Revisiting The Basics

This is the least-value of the entire guide, because these things have been covered time and time again in other blogs, videos, skywriting, postcards, movies, and ancient texts. These are the basics. I hesitate to include them here because they seem elementary. You would be surprised at how often job seekers make mistakes here, so I’m including them anyway.

The Resume

A resume is a piece of paper intended to get you to an interview. That’s all it is. There are obscure rules about resumes, but the biggest things for junior engineers is:

  • 📄 only one page
  • 🎨 don’t get too creative with the format
  • 📈 use specifics (“I improved performance” vs. “I improved performance by 120%”)
  • 💃 focus on outcomes (“I wrote a note taking app” vs. “I wrote a note taking app that saved users 10 minutes on average per day”)
  • 🙏 ask for feedback from people who have software engineering jobs
  • ❓ make a post asking for feedback from LinkedIn users
  • ➡️ don’t get too hung up on the resume, it’s only intended to get you to the next step

Pre-Interview

If you are fortunate enough to land an interview, there’s some easy advice to follow before you actually start talking with anyone:

  • 👔 wear something nice – button down dress shirt, slacks or nice jeans, clean sneakers is probably par for the course, but when in doubt dress up rather than dress down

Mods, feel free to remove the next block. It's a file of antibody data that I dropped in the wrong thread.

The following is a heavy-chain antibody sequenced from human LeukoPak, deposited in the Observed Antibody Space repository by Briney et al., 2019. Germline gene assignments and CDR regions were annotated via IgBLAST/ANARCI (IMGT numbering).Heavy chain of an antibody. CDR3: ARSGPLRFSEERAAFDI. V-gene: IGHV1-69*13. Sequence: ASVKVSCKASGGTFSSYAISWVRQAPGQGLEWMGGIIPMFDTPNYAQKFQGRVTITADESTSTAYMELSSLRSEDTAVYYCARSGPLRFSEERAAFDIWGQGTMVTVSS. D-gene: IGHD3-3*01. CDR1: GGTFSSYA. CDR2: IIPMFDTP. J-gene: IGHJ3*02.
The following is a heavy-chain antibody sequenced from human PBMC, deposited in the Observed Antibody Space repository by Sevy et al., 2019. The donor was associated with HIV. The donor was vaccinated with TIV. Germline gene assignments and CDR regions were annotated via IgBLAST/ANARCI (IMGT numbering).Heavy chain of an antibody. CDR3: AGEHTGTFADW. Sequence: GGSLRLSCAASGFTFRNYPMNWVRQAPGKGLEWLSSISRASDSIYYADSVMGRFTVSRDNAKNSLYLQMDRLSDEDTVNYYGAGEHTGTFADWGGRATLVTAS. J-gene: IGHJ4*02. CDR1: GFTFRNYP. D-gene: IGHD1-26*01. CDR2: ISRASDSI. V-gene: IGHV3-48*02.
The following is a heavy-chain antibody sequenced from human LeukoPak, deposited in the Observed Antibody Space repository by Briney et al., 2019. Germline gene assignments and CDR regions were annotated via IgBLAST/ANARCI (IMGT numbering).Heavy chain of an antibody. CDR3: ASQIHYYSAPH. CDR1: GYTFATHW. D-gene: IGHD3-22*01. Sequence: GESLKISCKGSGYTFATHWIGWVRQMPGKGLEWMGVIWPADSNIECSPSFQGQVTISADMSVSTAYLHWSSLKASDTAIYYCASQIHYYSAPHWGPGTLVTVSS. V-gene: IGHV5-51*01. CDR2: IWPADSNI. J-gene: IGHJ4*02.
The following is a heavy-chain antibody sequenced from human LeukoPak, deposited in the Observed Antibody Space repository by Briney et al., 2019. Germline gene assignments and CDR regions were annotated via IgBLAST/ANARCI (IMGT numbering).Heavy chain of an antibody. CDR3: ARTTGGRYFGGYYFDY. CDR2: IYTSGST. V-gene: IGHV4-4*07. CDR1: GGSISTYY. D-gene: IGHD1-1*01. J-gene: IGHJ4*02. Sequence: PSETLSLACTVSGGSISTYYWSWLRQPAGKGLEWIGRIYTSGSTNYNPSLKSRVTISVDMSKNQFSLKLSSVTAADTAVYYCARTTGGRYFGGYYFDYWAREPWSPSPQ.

• 👚 ask your mother, father, significant other, sibling, etc. about your attire and beg them to be honest
  • 🚿 get a shower and put on deoderant
  • 💇 get a haircut and trim facial hair
  • 🏢 research the company as much as possible (snoop on Wikipedia and their website)
  • 🔎 research the interviewer as much as possible (snoop on LinkedIn)

Interview

There are typically more than one round of interviews to land a junior software engineering role. Yet, each one follows the same rules of conduct for the most part:

  • 🕑 show up on time
  • ⌚ on time is 5 minutes early
  • 😇 be honest
  • 🤓 be interested
  • 📖 be prepared to tell compelling stories with a beginning, middle, and end
    • why you are in software engineering
    • why you applied to this particular position
    • why you believe yourself qualified to do this job
    • why you want to work for this company
    • a time you started, worked through, and finished a project
    • a time you faced and overcame a challenge
    • a time you dealt with a difficult co-worker
  • 🙄 get ready to explain how a weakness you have is actually a strength